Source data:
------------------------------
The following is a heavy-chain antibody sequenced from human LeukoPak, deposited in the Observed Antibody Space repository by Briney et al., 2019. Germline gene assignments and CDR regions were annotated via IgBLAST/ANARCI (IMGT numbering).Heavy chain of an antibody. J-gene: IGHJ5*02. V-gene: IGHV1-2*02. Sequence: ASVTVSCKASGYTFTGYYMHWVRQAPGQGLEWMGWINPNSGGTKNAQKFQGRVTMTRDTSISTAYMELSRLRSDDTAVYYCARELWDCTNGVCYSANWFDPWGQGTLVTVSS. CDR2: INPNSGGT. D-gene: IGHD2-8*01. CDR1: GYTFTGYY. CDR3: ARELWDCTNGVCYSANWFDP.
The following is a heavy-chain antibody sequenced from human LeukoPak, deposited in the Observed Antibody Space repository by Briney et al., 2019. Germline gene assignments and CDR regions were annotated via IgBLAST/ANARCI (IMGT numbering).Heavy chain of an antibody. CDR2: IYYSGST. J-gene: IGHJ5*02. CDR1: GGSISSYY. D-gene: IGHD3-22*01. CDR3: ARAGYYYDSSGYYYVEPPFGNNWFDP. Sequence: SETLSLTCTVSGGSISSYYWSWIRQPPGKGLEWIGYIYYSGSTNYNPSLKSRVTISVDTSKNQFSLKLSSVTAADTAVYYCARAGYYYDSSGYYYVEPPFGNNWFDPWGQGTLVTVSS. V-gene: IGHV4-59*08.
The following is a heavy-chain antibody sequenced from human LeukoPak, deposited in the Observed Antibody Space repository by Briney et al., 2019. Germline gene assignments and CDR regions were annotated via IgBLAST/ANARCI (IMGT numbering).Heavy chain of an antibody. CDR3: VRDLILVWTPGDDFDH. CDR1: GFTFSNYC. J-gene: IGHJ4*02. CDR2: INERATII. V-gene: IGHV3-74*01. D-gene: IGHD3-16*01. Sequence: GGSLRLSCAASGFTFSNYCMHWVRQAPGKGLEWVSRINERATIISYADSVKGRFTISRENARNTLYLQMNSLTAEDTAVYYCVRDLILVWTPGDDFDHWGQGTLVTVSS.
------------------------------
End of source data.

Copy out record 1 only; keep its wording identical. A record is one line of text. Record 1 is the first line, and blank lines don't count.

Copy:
The following is a heavy-chain antibody sequenced from human LeukoPak, deposited in the Observed Antibody Space repository by Briney et al., 2019. Germline gene assignments and CDR regions were annotated via IgBLAST/ANARCI (IMGT numbering).Heavy chain of an antibody. J-gene: IGHJ5*02. V-gene: IGHV1-2*02. Sequence: ASVTVSCKASGYTFTGYYMHWVRQAPGQGLEWMGWINPNSGGTKNAQKFQGRVTMTRDTSISTAYMELSRLRSDDTAVYYCARELWDCTNGVCYSANWFDPWGQGTLVTVSS. CDR2: INPNSGGT. D-gene: IGHD2-8*01. CDR1: GYTFTGYY. CDR3: ARELWDCTNGVCYSANWFDP.